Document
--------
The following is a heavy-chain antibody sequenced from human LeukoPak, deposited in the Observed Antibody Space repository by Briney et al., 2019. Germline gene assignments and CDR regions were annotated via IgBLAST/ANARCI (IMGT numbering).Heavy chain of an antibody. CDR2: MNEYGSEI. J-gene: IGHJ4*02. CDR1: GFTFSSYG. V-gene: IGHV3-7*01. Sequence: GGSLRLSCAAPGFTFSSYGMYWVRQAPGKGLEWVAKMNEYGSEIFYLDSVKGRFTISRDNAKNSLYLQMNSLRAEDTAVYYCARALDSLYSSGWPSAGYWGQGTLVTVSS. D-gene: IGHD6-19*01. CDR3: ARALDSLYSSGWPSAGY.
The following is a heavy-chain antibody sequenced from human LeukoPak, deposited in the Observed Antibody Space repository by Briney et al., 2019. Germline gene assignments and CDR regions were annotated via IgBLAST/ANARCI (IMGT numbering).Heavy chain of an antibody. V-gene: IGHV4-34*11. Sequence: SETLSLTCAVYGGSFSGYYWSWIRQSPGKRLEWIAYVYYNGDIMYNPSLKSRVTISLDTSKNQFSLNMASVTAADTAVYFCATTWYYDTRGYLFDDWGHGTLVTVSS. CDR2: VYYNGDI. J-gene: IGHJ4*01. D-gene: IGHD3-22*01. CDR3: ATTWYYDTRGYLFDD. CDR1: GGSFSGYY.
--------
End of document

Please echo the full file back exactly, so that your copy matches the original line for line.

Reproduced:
The following is a heavy-chain antibody sequenced from human LeukoPak, deposited in the Observed Antibody Space repository by Briney et al., 2019. Germline gene assignments and CDR regions were annotated via IgBLAST/ANARCI (IMGT numbering).Heavy chain of an antibody. CDR2: MNEYGSEI. J-gene: IGHJ4*02. CDR1: GFTFSSYG. V-gene: IGHV3-7*01. Sequence: GGSLRLSCAAPGFTFSSYGMYWVRQAPGKGLEWVAKMNEYGSEIFYLDSVKGRFTISRDNAKNSLYLQMNSLRAEDTAVYYCARALDSLYSSGWPSAGYWGQGTLVTVSS. D-gene: IGHD6-19*01. CDR3: ARALDSLYSSGWPSAGY.
The following is a heavy-chain antibody sequenced from human LeukoPak, deposited in the Observed Antibody Space repository by Briney et al., 2019. Germline gene assignments and CDR regions were annotated via IgBLAST/ANARCI (IMGT numbering).Heavy chain of an antibody. V-gene: IGHV4-34*11. Sequence: SETLSLTCAVYGGSFSGYYWSWIRQSPGKRLEWIAYVYYNGDIMYNPSLKSRVTISLDTSKNQFSLNMASVTAADTAVYFCATTWYYDTRGYLFDDWGHGTLVTVSS. CDR2: VYYNGDI. J-gene: IGHJ4*01. D-gene: IGHD3-22*01. CDR3: ATTWYYDTRGYLFDD. CDR1: GGSFSGYY.